Thursday, October 15, 2015

Review of Forget Me Not Theatre Company's A Strange Disappearance of Bees

Once upon a time I went to a show and it was called A Strange Disappearance of Bees. It was by Elena Hartwell and it was directed by Emelia Zuckerman. It was about this girl named Lissa (Renee Lynn Jackson) whose father-figure Cashman (Richard Jewell) has just passed away. And then, Cashman's son Robert (David Hartley) comes to visit him but they'd never met before. But then he finds out that his father is dead. Lissa falls in love with Cashman's son but the problem is that she is dating her honey-provider Callum (Rusty Myers). And also there was a love triangle in the past between Cashman, Robert's mother, and Rud (Kathleen Burke) who was a beekeeper. But all her bees were dying. It is about love, what makes a family, and mysterious losses.

In the show, they had these interludes where Rud would talk about Bees for a little bit. They were trying to make third-level dialogue (telling a story to get what you want rather than just asking for it) it seemed. They wanted the stories about bees to make you think more about the show and think something like, "Those people are like the bees." She would talk to the audience and you expected to make some big discovery about the play while she talked about the bees. But it was more like listening to one of the education screens at the zoo. I wasn't able to connect it to the play like they wanted me to. It felt like first-level dialogue (just straightforward saying what you want or think) delivered with a huge smile and cupped hands.

They are a lot of really big plot points in this play. Like more than one person gets pregnant and doesn't know who the father is. A character comes back from the war and treats his wife badly. A character has an abortion. Somebody commits suicide by bee. There's a big love triangle. All the bees are disappearing. There are two children who grow up not knowing their fathers. The play just piles stuff on and it makes it hard for the audience to care because the script and actors didn't give any depth to the characters and it was just too much. And even if you do care about what happens, most of the time they don't tell you how things work out.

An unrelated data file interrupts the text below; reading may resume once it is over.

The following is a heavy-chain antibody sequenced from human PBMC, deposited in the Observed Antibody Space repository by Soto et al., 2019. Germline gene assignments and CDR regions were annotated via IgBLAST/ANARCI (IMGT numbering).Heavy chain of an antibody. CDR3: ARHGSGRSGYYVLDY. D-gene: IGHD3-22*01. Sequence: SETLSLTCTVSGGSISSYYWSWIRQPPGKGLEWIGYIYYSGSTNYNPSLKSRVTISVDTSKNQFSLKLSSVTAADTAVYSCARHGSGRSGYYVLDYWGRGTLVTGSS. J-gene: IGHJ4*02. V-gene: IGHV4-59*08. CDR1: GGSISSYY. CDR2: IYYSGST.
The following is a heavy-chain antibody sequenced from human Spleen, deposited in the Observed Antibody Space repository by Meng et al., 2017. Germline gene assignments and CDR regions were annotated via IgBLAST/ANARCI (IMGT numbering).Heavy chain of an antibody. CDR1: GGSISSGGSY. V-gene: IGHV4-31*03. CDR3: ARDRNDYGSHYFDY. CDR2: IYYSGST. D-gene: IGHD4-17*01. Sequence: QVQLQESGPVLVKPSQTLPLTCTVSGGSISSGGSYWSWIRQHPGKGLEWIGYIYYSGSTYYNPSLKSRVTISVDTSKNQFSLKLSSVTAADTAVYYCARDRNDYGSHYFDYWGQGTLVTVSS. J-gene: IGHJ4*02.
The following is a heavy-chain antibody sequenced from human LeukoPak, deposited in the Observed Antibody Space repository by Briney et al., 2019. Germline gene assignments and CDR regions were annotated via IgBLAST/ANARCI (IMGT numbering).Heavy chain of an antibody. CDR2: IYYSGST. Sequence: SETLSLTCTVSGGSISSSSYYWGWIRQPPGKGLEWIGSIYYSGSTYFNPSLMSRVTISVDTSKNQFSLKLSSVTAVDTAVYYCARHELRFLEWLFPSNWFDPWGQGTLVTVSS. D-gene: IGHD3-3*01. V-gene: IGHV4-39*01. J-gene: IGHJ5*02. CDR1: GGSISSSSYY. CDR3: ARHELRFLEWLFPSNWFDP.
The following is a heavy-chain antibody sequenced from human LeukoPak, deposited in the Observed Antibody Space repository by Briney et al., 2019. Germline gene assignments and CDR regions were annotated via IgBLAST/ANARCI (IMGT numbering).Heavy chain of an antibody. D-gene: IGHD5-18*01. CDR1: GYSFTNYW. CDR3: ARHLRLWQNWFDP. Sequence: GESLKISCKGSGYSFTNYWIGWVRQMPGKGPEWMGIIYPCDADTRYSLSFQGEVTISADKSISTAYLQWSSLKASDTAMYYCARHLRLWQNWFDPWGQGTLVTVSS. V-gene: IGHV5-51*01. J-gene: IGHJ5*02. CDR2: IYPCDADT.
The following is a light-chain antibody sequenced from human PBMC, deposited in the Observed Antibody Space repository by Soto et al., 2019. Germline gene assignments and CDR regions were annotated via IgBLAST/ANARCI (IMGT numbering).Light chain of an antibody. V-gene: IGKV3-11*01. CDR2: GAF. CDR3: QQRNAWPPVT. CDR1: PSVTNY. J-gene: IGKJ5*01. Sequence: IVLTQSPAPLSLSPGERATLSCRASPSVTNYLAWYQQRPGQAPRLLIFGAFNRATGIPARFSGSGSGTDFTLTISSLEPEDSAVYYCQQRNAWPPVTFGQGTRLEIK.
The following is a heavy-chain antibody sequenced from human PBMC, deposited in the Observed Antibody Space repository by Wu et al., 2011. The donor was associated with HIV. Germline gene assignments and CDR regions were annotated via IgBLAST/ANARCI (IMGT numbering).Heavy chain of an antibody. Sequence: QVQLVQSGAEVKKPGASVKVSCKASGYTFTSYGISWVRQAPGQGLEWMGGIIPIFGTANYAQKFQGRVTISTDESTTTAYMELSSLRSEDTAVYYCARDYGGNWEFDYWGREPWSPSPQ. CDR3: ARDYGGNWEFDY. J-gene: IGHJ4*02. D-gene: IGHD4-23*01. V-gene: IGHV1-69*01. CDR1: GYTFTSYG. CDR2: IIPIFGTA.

It seemed sometimes like the actors didn't want to be there. I do have sympathy for that because I think half or more of the problem with the show was in the script. But the show could have been better if the actors had shown their characters and the relationships with the other characters more fully. I would have liked to see clearer choices being made about the characters' behavior, which the director might have helped them with more.

Writing this review has been hard for me because I don't like to hurt people's feelings. But I think that they do need to know the way I actually feel about it because it might be useful for fixing it or for other people doing shows. This show made me think a lot about acting and writing and how to tell a good story, which I think is good for reviewers and actors to think about. I really loved this company's The Impossible Adventures of Supernova Jones and I hope to see more of their shows.

Photos: Emelia Zuckerman

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